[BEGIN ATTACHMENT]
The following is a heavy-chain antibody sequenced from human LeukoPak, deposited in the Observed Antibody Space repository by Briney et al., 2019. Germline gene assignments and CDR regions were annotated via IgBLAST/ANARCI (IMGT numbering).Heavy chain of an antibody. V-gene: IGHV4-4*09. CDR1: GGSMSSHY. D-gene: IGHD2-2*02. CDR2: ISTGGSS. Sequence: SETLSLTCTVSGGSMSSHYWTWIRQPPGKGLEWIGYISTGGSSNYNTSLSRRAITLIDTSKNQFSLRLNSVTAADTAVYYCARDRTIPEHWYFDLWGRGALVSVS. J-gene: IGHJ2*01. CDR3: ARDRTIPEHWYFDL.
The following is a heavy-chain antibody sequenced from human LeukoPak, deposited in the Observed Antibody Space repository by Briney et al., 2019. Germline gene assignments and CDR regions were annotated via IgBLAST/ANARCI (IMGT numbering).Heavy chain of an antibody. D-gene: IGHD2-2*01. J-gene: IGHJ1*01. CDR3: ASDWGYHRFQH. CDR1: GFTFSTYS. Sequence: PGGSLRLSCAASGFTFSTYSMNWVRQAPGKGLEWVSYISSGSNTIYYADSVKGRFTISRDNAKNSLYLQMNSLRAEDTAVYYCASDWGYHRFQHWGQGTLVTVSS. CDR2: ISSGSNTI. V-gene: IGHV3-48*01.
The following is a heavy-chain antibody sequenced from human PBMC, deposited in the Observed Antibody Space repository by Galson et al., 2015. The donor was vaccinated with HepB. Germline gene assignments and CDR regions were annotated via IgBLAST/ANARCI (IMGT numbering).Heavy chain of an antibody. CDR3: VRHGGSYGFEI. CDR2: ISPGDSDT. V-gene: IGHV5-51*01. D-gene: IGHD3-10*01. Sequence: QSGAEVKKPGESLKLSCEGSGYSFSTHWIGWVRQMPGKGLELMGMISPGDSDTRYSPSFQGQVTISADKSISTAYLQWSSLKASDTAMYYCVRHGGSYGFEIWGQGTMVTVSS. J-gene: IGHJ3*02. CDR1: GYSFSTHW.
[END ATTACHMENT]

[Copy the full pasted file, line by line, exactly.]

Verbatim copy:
The following is a heavy-chain antibody sequenced from human LeukoPak, deposited in the Observed Antibody Space repository by Briney et al., 2019. Germline gene assignments and CDR regions were annotated via IgBLAST/ANARCI (IMGT numbering).Heavy chain of an antibody. V-gene: IGHV4-4*09. CDR1: GGSMSSHY. D-gene: IGHD2-2*02. CDR2: ISTGGSS. Sequence: SETLSLTCTVSGGSMSSHYWTWIRQPPGKGLEWIGYISTGGSSNYNTSLSRRAITLIDTSKNQFSLRLNSVTAADTAVYYCARDRTIPEHWYFDLWGRGALVSVS. J-gene: IGHJ2*01. CDR3: ARDRTIPEHWYFDL.
The following is a heavy-chain antibody sequenced from human LeukoPak, deposited in the Observed Antibody Space repository by Briney et al., 2019. Germline gene assignments and CDR regions were annotated via IgBLAST/ANARCI (IMGT numbering).Heavy chain of an antibody. D-gene: IGHD2-2*01. J-gene: IGHJ1*01. CDR3: ASDWGYHRFQH. CDR1: GFTFSTYS. Sequence: PGGSLRLSCAASGFTFSTYSMNWVRQAPGKGLEWVSYISSGSNTIYYADSVKGRFTISRDNAKNSLYLQMNSLRAEDTAVYYCASDWGYHRFQHWGQGTLVTVSS. CDR2: ISSGSNTI. V-gene: IGHV3-48*01.
The following is a heavy-chain antibody sequenced from human PBMC, deposited in the Observed Antibody Space repository by Galson et al., 2015. The donor was vaccinated with HepB. Germline gene assignments and CDR regions were annotated via IgBLAST/ANARCI (IMGT numbering).Heavy chain of an antibody. CDR3: VRHGGSYGFEI. CDR2: ISPGDSDT. V-gene: IGHV5-51*01. D-gene: IGHD3-10*01. Sequence: QSGAEVKKPGESLKLSCEGSGYSFSTHWIGWVRQMPGKGLELMGMISPGDSDTRYSPSFQGQVTISADKSISTAYLQWSSLKASDTAMYYCVRHGGSYGFEIWGQGTMVTVSS. J-gene: IGHJ3*02. CDR1: GYSFSTHW.